High Court quashes decision in a judicial review against the SSHD for cancelling a Claimant’s leave to enter the UK based on allegations of deception of English language test and proficiency: R (on the application of Tazeem) v Secretary of State for the Home Department  EWHC 1828 (Admin)
Jay Gajjar leading Muhammad of Zahab Jamali and Stefanie Alvarez, instructed by S. A. J Legal Solicitors, appeared before Mr Tim Smith, sitting as a Deputy High Court Judge in a claim involving the Home Office’s refusal to allow entry into the UK based on allegations that the Claimant had falsely represented his proficiency in English and by extension, his previously taken English language test.
The challenge was brought under four grounds:
a) Ground 1: in failing to give the Claimant notice of the allegation/concern about the authenticity of the documentation for his English qualifications the Defendant adopted an unfair procedure
b) Ground 2: the decision to cancel the Claimant’s leave to enter the UK was irrational and/or procedurally unfair
c) Ground 3: the Defendant’s rejection of the Claimant’s application for administrative review of the decision cancelling his leave to enter was irrational and/or procedurally unfair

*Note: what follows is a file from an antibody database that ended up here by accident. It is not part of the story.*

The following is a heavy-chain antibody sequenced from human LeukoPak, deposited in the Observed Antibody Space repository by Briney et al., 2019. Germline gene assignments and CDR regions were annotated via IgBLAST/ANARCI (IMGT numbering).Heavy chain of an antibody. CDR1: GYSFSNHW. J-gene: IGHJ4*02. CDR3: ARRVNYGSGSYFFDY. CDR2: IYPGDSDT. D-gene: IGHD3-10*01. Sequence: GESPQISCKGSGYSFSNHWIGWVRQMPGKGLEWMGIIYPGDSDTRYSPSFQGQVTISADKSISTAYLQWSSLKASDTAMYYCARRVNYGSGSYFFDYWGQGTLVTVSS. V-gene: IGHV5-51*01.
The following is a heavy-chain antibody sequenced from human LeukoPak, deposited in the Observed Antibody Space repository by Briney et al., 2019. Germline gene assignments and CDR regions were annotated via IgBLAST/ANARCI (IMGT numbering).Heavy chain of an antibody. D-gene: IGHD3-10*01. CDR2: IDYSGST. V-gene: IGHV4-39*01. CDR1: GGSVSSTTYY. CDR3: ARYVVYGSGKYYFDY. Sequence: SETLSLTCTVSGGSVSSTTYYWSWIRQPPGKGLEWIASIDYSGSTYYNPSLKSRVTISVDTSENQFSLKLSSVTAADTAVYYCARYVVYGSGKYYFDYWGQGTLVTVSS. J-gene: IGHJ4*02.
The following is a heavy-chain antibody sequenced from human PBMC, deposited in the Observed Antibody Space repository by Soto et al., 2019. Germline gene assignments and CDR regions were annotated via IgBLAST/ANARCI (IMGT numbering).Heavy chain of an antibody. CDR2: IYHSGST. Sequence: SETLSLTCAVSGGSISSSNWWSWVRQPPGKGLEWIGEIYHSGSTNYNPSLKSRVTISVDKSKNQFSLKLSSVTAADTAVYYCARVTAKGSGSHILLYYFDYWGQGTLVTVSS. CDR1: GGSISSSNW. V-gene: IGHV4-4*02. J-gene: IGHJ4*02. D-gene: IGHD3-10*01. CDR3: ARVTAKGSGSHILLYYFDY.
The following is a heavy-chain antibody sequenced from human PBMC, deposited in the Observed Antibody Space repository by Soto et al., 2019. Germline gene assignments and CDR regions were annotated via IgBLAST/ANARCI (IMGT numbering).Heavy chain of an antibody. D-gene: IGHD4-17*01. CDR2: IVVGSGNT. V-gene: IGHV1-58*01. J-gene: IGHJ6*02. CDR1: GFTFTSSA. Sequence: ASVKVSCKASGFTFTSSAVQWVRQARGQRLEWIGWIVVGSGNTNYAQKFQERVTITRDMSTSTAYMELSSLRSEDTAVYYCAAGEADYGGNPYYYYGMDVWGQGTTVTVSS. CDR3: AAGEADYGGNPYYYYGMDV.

d) Ground 4: the Claimant was detained unlawfully by the Defendant
Jay Gajjar, acting on behalf of the Claimant argued that inadequate notice had been given to the Claimant about the Defendant’s real concerns prior to the decision to cancel his leave and that, as a consequence, he had been deprived of the opportunity to face the allegations made against him.
The fair procedure for the Defendant to have adopted was to issue a provisional “minded to refuse” entry clearance decision, with reasons, to see whether the Claimant could overcome the concerns harboured by the UK Border Force / Home Office about the quality of the Claimant’s English and, consequently, the authenticity of his English language test.
Mr Tim Smith, sitting as a Deputy High Court Judge, agreed and found that this issue alone was sufficient to dispose of the claim in favour of the Claimant. He held that the interest of fairness must be balanced against the benefits of ‘swift decision making’ at entry clearance and that on this occasion, the balance had not been properly struck. Accordingly, it was found that the Defendant had acted procedurally unfairly in line with her own policy resulting in the Claimant’s appeal being allowed.
You can view the full decision here.
Should you have any concerns about your immigration status or need assistance with your application for entry clearance, please get in touch with one of our immigration barristers on 02072423488 or complete our contact form here.